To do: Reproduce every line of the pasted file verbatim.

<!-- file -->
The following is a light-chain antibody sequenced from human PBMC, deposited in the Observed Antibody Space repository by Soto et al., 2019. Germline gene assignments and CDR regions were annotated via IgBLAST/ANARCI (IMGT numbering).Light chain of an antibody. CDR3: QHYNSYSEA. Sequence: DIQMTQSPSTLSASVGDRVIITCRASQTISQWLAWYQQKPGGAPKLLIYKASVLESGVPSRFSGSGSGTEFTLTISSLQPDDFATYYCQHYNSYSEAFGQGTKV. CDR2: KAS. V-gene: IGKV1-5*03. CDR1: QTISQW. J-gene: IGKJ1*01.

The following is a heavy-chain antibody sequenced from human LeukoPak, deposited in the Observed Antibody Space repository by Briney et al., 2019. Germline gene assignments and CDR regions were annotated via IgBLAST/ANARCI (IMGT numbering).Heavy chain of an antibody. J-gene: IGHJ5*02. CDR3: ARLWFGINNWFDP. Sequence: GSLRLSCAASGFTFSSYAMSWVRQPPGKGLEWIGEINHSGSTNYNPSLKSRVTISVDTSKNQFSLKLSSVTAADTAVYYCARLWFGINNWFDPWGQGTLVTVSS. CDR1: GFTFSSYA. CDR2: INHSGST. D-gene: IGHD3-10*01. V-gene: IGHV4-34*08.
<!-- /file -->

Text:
The following is a light-chain antibody sequenced from human PBMC, deposited in the Observed Antibody Space repository by Soto et al., 2019. Germline gene assignments and CDR regions were annotated via IgBLAST/ANARCI (IMGT numbering).Light chain of an antibody. CDR3: QHYNSYSEA. Sequence: DIQMTQSPSTLSASVGDRVIITCRASQTISQWLAWYQQKPGGAPKLLIYKASVLESGVPSRFSGSGSGTEFTLTISSLQPDDFATYYCQHYNSYSEAFGQGTKV. CDR2: KAS. V-gene: IGKV1-5*03. CDR1: QTISQW. J-gene: IGKJ1*01.

The following is a heavy-chain antibody sequenced from human LeukoPak, deposited in the Observed Antibody Space repository by Briney et al., 2019. Germline gene assignments and CDR regions were annotated via IgBLAST/ANARCI (IMGT numbering).Heavy chain of an antibody. J-gene: IGHJ5*02. CDR3: ARLWFGINNWFDP. Sequence: GSLRLSCAASGFTFSSYAMSWVRQPPGKGLEWIGEINHSGSTNYNPSLKSRVTISVDTSKNQFSLKLSSVTAADTAVYYCARLWFGINNWFDPWGQGTLVTVSS. CDR1: GFTFSSYA. CDR2: INHSGST. D-gene: IGHD3-10*01. V-gene: IGHV4-34*08.